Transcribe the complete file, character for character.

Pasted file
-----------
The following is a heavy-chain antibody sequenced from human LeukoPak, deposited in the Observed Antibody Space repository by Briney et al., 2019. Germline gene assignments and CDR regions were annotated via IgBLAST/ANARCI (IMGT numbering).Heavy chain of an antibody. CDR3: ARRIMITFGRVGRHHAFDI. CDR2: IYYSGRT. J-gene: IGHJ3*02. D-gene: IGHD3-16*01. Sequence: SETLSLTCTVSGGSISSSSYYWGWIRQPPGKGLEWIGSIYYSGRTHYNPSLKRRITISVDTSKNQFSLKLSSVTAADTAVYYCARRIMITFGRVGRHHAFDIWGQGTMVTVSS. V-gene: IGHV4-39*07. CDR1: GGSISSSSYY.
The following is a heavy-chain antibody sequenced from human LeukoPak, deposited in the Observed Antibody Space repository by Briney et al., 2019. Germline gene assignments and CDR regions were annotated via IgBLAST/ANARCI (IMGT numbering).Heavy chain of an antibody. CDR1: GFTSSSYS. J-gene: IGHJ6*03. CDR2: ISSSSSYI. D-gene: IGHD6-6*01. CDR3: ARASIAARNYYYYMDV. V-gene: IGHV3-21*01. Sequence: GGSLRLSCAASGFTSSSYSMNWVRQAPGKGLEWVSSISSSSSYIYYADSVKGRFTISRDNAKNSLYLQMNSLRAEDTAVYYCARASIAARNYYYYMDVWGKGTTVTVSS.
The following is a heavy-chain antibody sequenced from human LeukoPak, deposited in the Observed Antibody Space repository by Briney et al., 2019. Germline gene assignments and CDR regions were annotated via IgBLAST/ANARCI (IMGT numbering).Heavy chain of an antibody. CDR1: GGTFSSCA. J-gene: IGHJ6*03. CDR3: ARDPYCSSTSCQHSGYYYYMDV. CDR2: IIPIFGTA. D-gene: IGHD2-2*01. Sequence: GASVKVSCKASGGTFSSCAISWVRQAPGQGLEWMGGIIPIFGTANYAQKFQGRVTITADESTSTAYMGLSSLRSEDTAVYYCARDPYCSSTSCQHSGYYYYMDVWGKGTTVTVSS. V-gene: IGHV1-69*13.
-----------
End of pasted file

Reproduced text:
The following is a heavy-chain antibody sequenced from human LeukoPak, deposited in the Observed Antibody Space repository by Briney et al., 2019. Germline gene assignments and CDR regions were annotated via IgBLAST/ANARCI (IMGT numbering).Heavy chain of an antibody. CDR3: ARRIMITFGRVGRHHAFDI. CDR2: IYYSGRT. J-gene: IGHJ3*02. D-gene: IGHD3-16*01. Sequence: SETLSLTCTVSGGSISSSSYYWGWIRQPPGKGLEWIGSIYYSGRTHYNPSLKRRITISVDTSKNQFSLKLSSVTAADTAVYYCARRIMITFGRVGRHHAFDIWGQGTMVTVSS. V-gene: IGHV4-39*07. CDR1: GGSISSSSYY.
The following is a heavy-chain antibody sequenced from human LeukoPak, deposited in the Observed Antibody Space repository by Briney et al., 2019. Germline gene assignments and CDR regions were annotated via IgBLAST/ANARCI (IMGT numbering).Heavy chain of an antibody. CDR1: GFTSSSYS. J-gene: IGHJ6*03. CDR2: ISSSSSYI. D-gene: IGHD6-6*01. CDR3: ARASIAARNYYYYMDV. V-gene: IGHV3-21*01. Sequence: GGSLRLSCAASGFTSSSYSMNWVRQAPGKGLEWVSSISSSSSYIYYADSVKGRFTISRDNAKNSLYLQMNSLRAEDTAVYYCARASIAARNYYYYMDVWGKGTTVTVSS.
The following is a heavy-chain antibody sequenced from human LeukoPak, deposited in the Observed Antibody Space repository by Briney et al., 2019. Germline gene assignments and CDR regions were annotated via IgBLAST/ANARCI (IMGT numbering).Heavy chain of an antibody. CDR1: GGTFSSCA. J-gene: IGHJ6*03. CDR3: ARDPYCSSTSCQHSGYYYYMDV. CDR2: IIPIFGTA. D-gene: IGHD2-2*01. Sequence: GASVKVSCKASGGTFSSCAISWVRQAPGQGLEWMGGIIPIFGTANYAQKFQGRVTITADESTSTAYMGLSSLRSEDTAVYYCARDPYCSSTSCQHSGYYYYMDVWGKGTTVTVSS. V-gene: IGHV1-69*13.